Cut a small shape in a piece of black card and place it over the end of your lens. Using manual focus, take completely out of focus photos of bright lights, e.g. fairy lights. Watch as the lights change to the shape of your cut-out.
Tip: If you can't cut out shapes, you can still create circular bokeh effects using your lens normally.
14. Motion blur
Take photos of moving people/objects with a long exposure to create motion blur.
Tip: Use a tripod so that only the moving objects are blurred, not the whole image. Use a relatively low ISO to avoid grain appearing.
15. Multiple exposures
Take 2 or more photos and layer them on top of each other in post-processing (e.g. Photoshop). Use the different blending modes and adjust the opacity to make them merge into one another.
Tip: If you layer two busy images over one another, you get a very different effect than if you layer a busy image over a simple image. It helps if one of the images has large dark silhouettes that the light details of the second image can fill. You can layer as many photos up as you like, but it may quickly get too busy and confusing, so use your own judgment.
16. Overlay images
Layer two photos that were taken of the same scene but from slightly different angles
17. Pick a colour
Take a series of photos of objects that are all the same colour. Place them in a grid so that they are seen as a collection. When you're done, repeat the exercise with a different colour. Editing your images to change the colours of things is not allowed.
Tip: If you like, you can have a theme going between the photos, e.g. music. Sometimes this is more effective when you have many more than 9 photos in your grid.
18. Inside out
Take a photo of the inside of something, preferably creating a perspective you don't usually see. Try to arouse curiosity in the viewer by not making it immediately obvious what the object is.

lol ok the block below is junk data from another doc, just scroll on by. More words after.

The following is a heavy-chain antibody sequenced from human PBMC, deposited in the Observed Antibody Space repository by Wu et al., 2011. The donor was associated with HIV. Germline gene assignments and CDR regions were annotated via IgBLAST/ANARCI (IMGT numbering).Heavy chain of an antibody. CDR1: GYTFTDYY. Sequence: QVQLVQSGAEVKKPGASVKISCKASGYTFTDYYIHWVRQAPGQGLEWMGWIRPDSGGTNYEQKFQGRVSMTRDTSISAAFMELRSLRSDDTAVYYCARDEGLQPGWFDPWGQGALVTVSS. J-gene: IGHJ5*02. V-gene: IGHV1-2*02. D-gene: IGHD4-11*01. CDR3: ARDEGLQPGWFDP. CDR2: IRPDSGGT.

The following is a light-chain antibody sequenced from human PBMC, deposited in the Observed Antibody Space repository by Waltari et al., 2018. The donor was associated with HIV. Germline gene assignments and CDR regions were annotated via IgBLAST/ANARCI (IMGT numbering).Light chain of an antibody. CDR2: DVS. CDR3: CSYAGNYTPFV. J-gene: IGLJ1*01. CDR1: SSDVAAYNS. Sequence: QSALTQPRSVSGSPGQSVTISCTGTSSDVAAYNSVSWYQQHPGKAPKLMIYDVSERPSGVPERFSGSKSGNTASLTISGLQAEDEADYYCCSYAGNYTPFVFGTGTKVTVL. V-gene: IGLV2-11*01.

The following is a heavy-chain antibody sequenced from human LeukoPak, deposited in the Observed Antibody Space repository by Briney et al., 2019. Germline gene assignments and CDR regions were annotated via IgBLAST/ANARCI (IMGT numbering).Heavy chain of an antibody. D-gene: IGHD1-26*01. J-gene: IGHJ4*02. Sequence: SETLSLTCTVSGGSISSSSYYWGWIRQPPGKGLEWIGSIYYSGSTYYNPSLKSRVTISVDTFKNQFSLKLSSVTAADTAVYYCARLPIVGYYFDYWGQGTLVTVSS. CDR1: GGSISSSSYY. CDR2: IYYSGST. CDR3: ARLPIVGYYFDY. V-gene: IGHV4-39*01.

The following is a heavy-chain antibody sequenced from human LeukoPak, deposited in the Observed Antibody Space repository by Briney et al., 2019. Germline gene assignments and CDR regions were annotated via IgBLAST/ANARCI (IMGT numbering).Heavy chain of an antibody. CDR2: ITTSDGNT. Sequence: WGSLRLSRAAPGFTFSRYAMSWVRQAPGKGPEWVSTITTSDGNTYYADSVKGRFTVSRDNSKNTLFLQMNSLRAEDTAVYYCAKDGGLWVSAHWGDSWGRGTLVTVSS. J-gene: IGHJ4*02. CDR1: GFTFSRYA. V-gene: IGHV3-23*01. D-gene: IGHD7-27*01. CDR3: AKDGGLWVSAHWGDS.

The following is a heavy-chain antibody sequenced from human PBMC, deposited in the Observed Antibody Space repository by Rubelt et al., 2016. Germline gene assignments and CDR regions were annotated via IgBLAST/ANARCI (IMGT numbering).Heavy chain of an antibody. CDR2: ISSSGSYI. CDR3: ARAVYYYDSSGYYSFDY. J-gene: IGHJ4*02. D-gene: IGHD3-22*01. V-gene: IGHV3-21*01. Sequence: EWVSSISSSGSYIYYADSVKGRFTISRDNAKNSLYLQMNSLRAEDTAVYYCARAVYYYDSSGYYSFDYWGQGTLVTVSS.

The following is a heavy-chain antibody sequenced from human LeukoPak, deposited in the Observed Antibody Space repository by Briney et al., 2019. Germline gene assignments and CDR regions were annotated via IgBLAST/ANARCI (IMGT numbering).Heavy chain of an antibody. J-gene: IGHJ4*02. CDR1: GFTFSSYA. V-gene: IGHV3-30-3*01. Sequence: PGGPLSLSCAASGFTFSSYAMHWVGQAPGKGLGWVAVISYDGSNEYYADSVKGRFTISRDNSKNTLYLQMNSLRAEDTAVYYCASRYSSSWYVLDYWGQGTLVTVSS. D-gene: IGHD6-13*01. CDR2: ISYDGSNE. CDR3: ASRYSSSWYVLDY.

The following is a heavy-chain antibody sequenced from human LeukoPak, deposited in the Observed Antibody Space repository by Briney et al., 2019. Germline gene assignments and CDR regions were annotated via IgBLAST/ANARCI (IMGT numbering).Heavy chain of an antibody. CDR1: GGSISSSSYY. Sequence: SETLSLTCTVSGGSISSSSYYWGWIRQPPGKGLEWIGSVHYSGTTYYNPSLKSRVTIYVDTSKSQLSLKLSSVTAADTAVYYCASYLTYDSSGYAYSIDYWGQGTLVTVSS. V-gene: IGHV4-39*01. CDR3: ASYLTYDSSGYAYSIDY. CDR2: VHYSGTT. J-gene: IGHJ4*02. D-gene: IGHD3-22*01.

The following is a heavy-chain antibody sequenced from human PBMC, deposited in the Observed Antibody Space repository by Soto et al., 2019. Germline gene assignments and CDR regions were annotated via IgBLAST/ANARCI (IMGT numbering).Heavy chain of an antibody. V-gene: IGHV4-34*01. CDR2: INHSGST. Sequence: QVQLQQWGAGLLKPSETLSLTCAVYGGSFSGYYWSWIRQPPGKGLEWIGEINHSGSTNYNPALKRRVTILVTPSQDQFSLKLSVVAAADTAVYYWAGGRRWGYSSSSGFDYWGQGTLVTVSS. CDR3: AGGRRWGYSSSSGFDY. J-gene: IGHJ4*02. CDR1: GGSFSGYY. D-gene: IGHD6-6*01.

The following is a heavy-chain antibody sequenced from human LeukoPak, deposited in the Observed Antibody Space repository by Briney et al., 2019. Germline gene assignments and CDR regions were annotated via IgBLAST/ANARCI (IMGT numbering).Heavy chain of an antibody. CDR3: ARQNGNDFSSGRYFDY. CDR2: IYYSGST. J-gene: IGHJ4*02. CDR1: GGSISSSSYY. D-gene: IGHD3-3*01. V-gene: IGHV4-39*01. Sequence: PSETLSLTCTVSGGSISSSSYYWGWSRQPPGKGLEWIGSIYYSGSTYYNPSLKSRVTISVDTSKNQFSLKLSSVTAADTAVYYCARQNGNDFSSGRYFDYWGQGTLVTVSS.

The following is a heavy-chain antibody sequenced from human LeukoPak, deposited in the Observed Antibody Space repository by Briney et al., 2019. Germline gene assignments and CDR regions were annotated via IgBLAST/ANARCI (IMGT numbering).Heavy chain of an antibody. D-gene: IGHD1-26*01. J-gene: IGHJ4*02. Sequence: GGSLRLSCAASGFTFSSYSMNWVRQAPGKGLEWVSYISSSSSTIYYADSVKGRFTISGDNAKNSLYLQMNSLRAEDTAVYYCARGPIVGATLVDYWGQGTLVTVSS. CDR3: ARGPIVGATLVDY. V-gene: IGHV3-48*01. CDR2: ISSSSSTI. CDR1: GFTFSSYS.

Tip: Try to shoot inside an object that has holes in it, so that you can shine light through a different hole to the one you are looking through. It may help to use a macro lens if you have one.
19. Water refractions using a computer screen
20. Glass bottle shadows
21. Triptych portrait of a person
22. Product photography using a computer screen
23. Recreate a work of art
24. Looking through
Try to frame your images by looking through different objects.
Tip: Bonus points for framing a view within a view within a view... etc.
Stitch on top of a printed photograph, either by hand or by free-machining.
Tip: Consider creating geometrical shapes if stitching by hand and think about which colour thread will look most effective against the colours in the photograph.
26. Stitch many photos together
Stitch many photos together to create a web of images.
Tip: You could stick them onto dissolvable fabric.
Fold your photos to create a 3D installation.
Tip: How you photograph the installation is even more important than the folded photograph itself.
28. Objects on top of photos
Place objects on top of your printed photos and then scan them (or photograph them again).
Tip: Think about your lighting to avoid unwanted shadows or reflections (athough sometimes shadows and/or reflections can improve your shot!).
29. Create an abstract tin-foil background